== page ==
B Lab 1: Light (More Details)

B.1 The chem_table function

The chem_table function is essentially a wrapper function to the pandoc.table function in the pander package. Here is the code for chem_table:

chem_table <- function(data, caption){
  names(data) <- pandoc.strong.return(names(data))
  pandoc.table(data, caption = caption, style = "multiline",
               split.tables = Inf)

We see here that chem_table expects two arguments:

  • data is a data frame containing the variables you’d like to appear in the table
  • caption is the caption we’d like to correspond to this table

Remember that you can run ?chemistr::chem_table to bring up the help documentation for the function.

We first use the pandoc.strong.return function that bolds the column names. We then call the pandoc.table function in the pander package with data as our argument and then our entered caption parameter as the caption argument to pandoc.table. The last two argument for style and split.tables are used to ensure the outputted table appears as you might expect it to in the Word document:

  • style set to multiline allow headers and table rows to span multiple lines of text. This may be helpful if you have long column names.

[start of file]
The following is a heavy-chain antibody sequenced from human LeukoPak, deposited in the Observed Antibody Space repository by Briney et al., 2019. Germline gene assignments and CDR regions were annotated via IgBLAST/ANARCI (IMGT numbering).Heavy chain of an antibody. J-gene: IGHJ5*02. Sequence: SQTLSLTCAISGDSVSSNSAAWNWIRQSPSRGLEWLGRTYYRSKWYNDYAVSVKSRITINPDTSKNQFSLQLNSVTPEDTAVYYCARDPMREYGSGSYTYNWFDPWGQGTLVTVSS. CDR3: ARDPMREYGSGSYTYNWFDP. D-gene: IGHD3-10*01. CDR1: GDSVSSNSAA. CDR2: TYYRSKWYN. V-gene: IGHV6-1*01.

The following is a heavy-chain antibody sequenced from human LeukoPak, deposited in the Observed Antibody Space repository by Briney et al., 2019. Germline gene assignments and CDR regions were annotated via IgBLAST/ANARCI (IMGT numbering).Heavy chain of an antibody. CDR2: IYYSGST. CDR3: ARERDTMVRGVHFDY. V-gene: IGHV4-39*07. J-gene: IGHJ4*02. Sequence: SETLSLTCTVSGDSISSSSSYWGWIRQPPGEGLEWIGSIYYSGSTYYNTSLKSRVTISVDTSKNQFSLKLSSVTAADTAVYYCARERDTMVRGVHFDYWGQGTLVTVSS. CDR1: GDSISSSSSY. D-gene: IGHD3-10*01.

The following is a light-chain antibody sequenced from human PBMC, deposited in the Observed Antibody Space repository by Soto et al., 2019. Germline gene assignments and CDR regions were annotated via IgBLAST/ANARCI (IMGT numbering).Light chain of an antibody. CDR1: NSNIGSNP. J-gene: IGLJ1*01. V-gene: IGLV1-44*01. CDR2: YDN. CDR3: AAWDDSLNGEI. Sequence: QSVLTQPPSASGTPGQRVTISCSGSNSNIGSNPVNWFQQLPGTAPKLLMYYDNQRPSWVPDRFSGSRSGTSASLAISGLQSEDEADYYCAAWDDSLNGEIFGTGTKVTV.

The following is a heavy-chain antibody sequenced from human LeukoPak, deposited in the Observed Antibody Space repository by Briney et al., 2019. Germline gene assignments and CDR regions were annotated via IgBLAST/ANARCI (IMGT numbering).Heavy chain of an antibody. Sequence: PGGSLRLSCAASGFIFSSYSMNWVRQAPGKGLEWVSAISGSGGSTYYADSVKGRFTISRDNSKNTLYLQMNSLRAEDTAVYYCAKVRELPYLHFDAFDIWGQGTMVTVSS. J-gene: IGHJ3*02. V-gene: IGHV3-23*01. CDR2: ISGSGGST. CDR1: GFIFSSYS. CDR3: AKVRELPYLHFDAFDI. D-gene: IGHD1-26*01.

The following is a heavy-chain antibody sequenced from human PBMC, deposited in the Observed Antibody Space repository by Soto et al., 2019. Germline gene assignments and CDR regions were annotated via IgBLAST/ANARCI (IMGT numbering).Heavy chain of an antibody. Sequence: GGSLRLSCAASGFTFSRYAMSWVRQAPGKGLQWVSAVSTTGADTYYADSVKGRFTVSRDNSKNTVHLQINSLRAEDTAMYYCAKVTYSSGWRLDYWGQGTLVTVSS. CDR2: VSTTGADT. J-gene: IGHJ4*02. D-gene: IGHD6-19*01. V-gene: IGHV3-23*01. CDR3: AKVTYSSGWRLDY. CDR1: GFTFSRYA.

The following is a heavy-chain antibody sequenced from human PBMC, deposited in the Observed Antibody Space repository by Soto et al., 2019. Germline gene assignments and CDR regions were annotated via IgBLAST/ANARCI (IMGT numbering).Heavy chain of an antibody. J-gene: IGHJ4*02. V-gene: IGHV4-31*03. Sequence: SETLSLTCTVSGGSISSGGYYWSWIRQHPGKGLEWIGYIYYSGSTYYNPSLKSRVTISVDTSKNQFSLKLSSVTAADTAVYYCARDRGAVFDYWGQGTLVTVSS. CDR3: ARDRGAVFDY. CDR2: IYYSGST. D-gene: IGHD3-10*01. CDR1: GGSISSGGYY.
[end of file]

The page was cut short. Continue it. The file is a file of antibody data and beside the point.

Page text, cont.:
• split.tables set to Inf ensures that wide tables will not be split into multiple tables.

Lastly, the cat("\\newline") code specifies that an extra line of white space will be printed immediately following the table.

B.2 The include_graphics function

The include_graphics function enables you to include pictures that are stored as image files (*.png or *.jpg, for example) into your Word document via R Markdown. It is a function in the knitr package. If you’d like more information on how to use include_graphics run ?knitr::include_graphics in the R Console. The important argument here is path which tells R where to look for the file you want to include.

If you include your pictures in the same directory as your Rmd file you need only specify the name of the file here in quotation marks. If you have a figure folder in the same folder as your R Markdown file, you’ll need to specify that via something like:


Whatever you specify as the chunk option fig.cap will appear as the figure caption. You are also encouraged to name the R chunk, which will allow you to reference the figure later in your document as well as automatic numbering of the figures:

```{r myimage, echo=FALSE, fig.cap="Here is my picture"}



We could then reference our picture in the text of our document by using \@ref(fig:myimage).